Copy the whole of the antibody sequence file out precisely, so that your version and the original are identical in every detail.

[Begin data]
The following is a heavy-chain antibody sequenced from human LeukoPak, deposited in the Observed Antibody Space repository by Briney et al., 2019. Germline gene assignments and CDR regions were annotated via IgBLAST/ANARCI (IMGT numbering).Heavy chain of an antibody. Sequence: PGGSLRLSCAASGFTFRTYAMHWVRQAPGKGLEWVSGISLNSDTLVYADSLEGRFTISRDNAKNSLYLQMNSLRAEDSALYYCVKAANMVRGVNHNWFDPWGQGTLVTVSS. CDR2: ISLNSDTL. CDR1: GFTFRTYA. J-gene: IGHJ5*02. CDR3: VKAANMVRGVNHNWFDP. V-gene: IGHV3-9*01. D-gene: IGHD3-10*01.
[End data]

The following is a heavy-chain antibody sequenced from human LeukoPak, deposited in the Observed Antibody Space repository by Briney et al., 2019. Germline gene assignments and CDR regions were annotated via IgBLAST/ANARCI (IMGT numbering).Heavy chain of an antibody. Sequence: PGGSLRLSCAASGFTFRTYAMHWVRQAPGKGLEWVSGISLNSDTLVYADSLEGRFTISRDNAKNSLYLQMNSLRAEDSALYYCVKAANMVRGVNHNWFDPWGQGTLVTVSS. CDR2: ISLNSDTL. CDR1: GFTFRTYA. J-gene: IGHJ5*02. CDR3: VKAANMVRGVNHNWFDP. V-gene: IGHV3-9*01. D-gene: IGHD3-10*01.